Let's Tech Communicate

June 2017

Grant Mackenzie and his pokémon

This month you can all pat yourselves on the back. That is because in this world of Brexit, alternative facts and fake news, we as technical communicators stand out as a beacon of truth, light and intelligence. But our human intelligence could be replaced by Artificial Intelligence (AI).

Either way our intelligence won’t help us to understand what is being said in videos and other online learning tools if we are deaf. For that we need captions. Open captions, closed captions and subtitles each have their place, so should we be using captions? Captions are not just for the spoken word. They can also be used for the clock’s tick-tock. So what does tick-tock have to do with ablaut reduplication? Perhaps even, more importantly; should we Save the Semicolon?

Read on and all will be revealed.

Facts, Ethics, and Technical Communication in the Post-truth Era

Leah Guren is from Cow TC. For this alone she should be congratulated. In her recent tcworld post, when talking about current events, the blatant lies, and attacking truths as Fake News, she says “For those of us in technical communication, the challenge creates an almost visceral cognitive dissonance. We carry on our shoulders the responsibility of providing clear, accurate information for users. We know that truth is important and facts matter.”

You Could Be Replaced

It started with Apple’s Siri, Google Assistant, and Amazon Alexa. It used to be that nobody liked to be talked back to. Times change. Alberto Ferreira has written Rebooting with bots: The future of (assisted) technical documentation. Artificial Intelligence (AI) has made being talked back to cool. Read on and be afraid.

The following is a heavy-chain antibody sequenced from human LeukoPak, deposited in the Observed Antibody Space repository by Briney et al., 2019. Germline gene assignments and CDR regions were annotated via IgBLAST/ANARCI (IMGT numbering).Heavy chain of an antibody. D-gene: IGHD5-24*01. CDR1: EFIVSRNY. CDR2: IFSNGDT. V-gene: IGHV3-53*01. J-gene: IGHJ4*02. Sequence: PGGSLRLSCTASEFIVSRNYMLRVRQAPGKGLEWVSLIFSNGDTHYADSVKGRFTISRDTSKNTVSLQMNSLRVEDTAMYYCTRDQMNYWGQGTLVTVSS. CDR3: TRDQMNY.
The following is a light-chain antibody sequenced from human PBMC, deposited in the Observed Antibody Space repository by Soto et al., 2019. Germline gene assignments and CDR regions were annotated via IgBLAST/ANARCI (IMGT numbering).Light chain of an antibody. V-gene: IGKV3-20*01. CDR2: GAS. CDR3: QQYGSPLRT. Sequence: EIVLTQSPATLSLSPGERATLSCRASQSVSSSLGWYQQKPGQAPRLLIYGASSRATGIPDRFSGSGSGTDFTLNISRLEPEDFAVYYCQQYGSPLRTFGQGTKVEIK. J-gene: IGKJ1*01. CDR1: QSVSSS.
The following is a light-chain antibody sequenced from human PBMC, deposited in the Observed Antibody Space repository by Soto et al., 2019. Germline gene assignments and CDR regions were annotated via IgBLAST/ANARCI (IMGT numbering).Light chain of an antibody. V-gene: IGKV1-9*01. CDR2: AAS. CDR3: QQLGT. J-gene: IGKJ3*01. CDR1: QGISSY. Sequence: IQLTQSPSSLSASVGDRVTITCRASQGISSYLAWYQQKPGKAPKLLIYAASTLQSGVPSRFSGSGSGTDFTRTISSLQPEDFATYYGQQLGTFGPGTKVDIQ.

Earsny Liu pointed me towards this radio interview. In the USA instructional videos must include closed captions or as they are called in the foreign movies, subtitles. Chair of the Captioning Working Group - Doctor Louise Carroll has 20 mins to convince you that they are necessary. Strangely, after listening to this I have made my last 19 videos with captions.

As an aside, the difference between subtitles and captions is that subtitles are placed at the bottom of the screen and are only what has been said. Captions are for the deaf. They can appear anywhere on the screen and can be placed to help the deaf understand who is talking. Captions are not restricted to the spoken word. They can include sounds such as the screech of brakes, the revving of engines and the report of gunfire. Open captions are always in view. Closed captions can be turned off by the viewer.

Tock-tick, Dongding and Kong King

So why do these all sound inharmonious to our ears? Well, of course it is because of ablaut reduplication. Not sure what that is? Read on.

The Fun Version

The Cambridge Academic Version

The Wikipedia version

Thanks to Melissa Kearney for pointing me towards this.

Save the Semicolon

If it were up to me the semicolon would have gone the way of the dodo and the dribble glass. Save the Semicolon is Robert Levy’s blog which has some entertaining and useful articles and links. In particular, there is a list of the technical communication blogs he follows. Have a look. You might like to follow them as well.

Oh and could the pedants among you please note that the use and positioning of the semicolon in the introduction was a joke. It was a poor joke, but a joke nonetheless.

Grant Mackenzie, Board member